Gallery 1957 in Accra presents through September 18, 2021 a suite of works by artist Patrick Eugene for his first independent exhibition « Where Do We Go From Here » in Ghana.

The exhibition « Where Do We Go From Here » takes its title from the original text of Reverend Martin Luther King Jr. These works include still, nuanced, contemplative vignettes that metaphorically address dark scholars in their conceptualization of innovation.

 Patrick Eugene presents « Where Do We Go From Here » at the 1957 Gallery in Accra
A TABLE FOR TWO, 2021
Acrylic on Canvas
182.9 x 274.3 cm
72 x 108 in
© Patrick Eugene

Patrick Eugene has created works that move away from exactly delivered facial elements and convey loose, layered strokes of color that depict the vigorous qualities of his subjects.

This work recognizes the deep mental and enthusiastic work that artists are called upon to live and suffer with magnanimity to make works that can motivate, reclaim, incite reflection and social change.

In 1967, the Reverend Martin Luther King Jr. withdrew from demands for civil equality, rented a house in Jamaica without a telephone, and worked on his final composition. Similarly, in the detachment and isolation made conceivable by the pandemic, Patrick Eugene spent countless hours praying and painting alone as a profound act of self-care.

This daily schedule prompted him to reflect on how black artists who have been through horrific situations before, while making important work, have also rehearsed exercises in self-care.

For « Where Do We Go From Here », Patrick Eugene translates vintage photographs depicting black artists, sometimes open, sometimes formally presenting themselves, into composite images that depart from naturalism, inspiring the expressionism of West African veils, and realized in the dynamic hues of Haitian carnival.

While insistently referencing the past, Patrick Eugene‘s current work is part of an existential and intersectional discourse grounded in contemporary ideas of blackness and pan-Africanism, while expressing itself in the style of such high-profile black artists as Beauford Delaney, Horace Pippin and Boscoe Holder.

While deftly traversing the focal point of the past, Patrick Eugene unfolds his own feelings and stories from reflection and his own quest for the inventive self.

 Patrick Eugene presents « Where Do We Go From Here » at the 1957 Gallery in Accra
THE WRITER, 2021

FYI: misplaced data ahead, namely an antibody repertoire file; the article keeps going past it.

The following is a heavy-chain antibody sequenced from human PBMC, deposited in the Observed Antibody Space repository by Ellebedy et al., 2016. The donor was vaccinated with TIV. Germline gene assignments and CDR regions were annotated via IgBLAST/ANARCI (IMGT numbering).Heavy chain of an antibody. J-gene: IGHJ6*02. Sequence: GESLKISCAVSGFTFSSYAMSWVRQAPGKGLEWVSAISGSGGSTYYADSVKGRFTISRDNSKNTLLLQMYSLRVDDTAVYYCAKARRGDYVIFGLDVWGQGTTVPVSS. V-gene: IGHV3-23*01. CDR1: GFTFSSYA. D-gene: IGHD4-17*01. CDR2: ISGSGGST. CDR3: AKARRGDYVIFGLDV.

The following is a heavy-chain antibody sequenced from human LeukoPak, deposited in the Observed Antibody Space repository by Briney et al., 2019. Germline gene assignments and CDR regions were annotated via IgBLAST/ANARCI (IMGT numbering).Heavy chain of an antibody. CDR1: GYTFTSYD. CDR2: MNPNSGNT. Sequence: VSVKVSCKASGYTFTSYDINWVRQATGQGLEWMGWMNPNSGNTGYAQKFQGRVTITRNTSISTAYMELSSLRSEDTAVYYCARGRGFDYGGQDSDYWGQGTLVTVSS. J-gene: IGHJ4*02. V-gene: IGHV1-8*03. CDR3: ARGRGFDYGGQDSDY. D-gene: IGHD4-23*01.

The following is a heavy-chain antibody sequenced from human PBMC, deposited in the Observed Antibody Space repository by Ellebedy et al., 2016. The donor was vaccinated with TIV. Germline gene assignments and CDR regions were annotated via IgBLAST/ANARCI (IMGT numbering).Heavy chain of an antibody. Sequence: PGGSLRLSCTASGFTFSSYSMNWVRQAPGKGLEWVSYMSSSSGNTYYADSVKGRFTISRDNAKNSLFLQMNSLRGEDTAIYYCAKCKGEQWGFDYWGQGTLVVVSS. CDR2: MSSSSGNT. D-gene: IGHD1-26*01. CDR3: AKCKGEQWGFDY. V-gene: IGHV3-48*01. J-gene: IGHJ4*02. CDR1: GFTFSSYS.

Acrylic and oil on canvas
182.9 x 152.4 cm
72 x 60 in
© Patrick Eugene

With a powerful art-making strategy, overgeneralized terms, layered hues, and impressionistic lighting, Patrick Eugene rethinks dancers, writers, painters, and sculptors as voids that unobtrusively approach the domestic space.

« Where Do We Go From Here » explores how Western art movements, such as Characteristic, Primitivism, and Conceptual Expressionism, which were deeply dependent on the cultural creation of Africa, and this contemporary second are inextricably linked.

Patrick Eugene‘s rich, sumptuous, expressive and mannerist style beautifully records the human condition, while focusing on a community that continues to face real cultural challenges.

Patrick Eugene draws on the magnificence, boldness, splendor, and strength of the dark scholars of the past, introducing a compelling testimony to their living legacy. Clearly, for this artist, the answer to Dr. King’s uncomfortable question, where do we go from here? lies in imagining the places his ancestors once went.

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Who is Patrick Eugene?

 Patrick Eugene presents « Where Do We Go From Here » at the 1957 Gallery in Accra
THE CREATOR, 2021
Acrylic and oil stick on canvas
213.4 x 210.8 cm
84 x 83 in
© Patrick Eugene

Patrick Eugene makes large-scale allegorical creations that have their roots in his fixation with conceptual expressionism. This new body of work is in exchange with artists such as Beauford Delaney, Horace Pippin, Boscoe Holder and Ed Clark, and contemporary artists such as Lynette Yiadom-Boakye and Henry Taylor.

Patrick Eugene depicts the mind-bending stories of the human experience with ordinary scenes of black America.

A child of Haitian immigrants, Patrick Eugene consolidates the ties of the African diaspora between Haiti and North America in his practice. He offers an interface with ordinary individuals seen in the city of Atlanta. In his studio, the photographs he takes are then rendered in paintings that depart from naturalism and inspire the abstractionism of ancient Africa and the bright color palettes of Haiti.


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